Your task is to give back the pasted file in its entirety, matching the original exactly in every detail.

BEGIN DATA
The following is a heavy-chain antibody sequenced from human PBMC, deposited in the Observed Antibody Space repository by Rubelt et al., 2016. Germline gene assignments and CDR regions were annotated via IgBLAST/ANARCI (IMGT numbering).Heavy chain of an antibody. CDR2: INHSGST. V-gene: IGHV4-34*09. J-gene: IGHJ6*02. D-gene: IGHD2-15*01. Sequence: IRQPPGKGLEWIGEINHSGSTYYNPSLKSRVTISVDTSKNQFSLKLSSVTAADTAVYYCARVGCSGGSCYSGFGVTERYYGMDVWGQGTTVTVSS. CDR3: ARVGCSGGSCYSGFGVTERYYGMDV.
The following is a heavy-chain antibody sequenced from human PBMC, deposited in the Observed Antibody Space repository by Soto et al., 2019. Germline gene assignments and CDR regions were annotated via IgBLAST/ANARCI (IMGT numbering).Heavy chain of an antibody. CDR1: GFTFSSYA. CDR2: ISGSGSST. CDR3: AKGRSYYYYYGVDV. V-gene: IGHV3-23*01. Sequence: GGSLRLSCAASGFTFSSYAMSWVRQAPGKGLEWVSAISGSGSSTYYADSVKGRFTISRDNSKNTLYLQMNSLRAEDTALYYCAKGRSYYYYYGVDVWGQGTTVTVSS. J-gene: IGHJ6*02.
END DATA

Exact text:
The following is a heavy-chain antibody sequenced from human PBMC, deposited in the Observed Antibody Space repository by Rubelt et al., 2016. Germline gene assignments and CDR regions were annotated via IgBLAST/ANARCI (IMGT numbering).Heavy chain of an antibody. CDR2: INHSGST. V-gene: IGHV4-34*09. J-gene: IGHJ6*02. D-gene: IGHD2-15*01. Sequence: IRQPPGKGLEWIGEINHSGSTYYNPSLKSRVTISVDTSKNQFSLKLSSVTAADTAVYYCARVGCSGGSCYSGFGVTERYYGMDVWGQGTTVTVSS. CDR3: ARVGCSGGSCYSGFGVTERYYGMDV.
The following is a heavy-chain antibody sequenced from human PBMC, deposited in the Observed Antibody Space repository by Soto et al., 2019. Germline gene assignments and CDR regions were annotated via IgBLAST/ANARCI (IMGT numbering).Heavy chain of an antibody. CDR1: GFTFSSYA. CDR2: ISGSGSST. CDR3: AKGRSYYYYYGVDV. V-gene: IGHV3-23*01. Sequence: GGSLRLSCAASGFTFSSYAMSWVRQAPGKGLEWVSAISGSGSSTYYADSVKGRFTISRDNSKNTLYLQMNSLRAEDTALYYCAKGRSYYYYYGVDVWGQGTTVTVSS. J-gene: IGHJ6*02.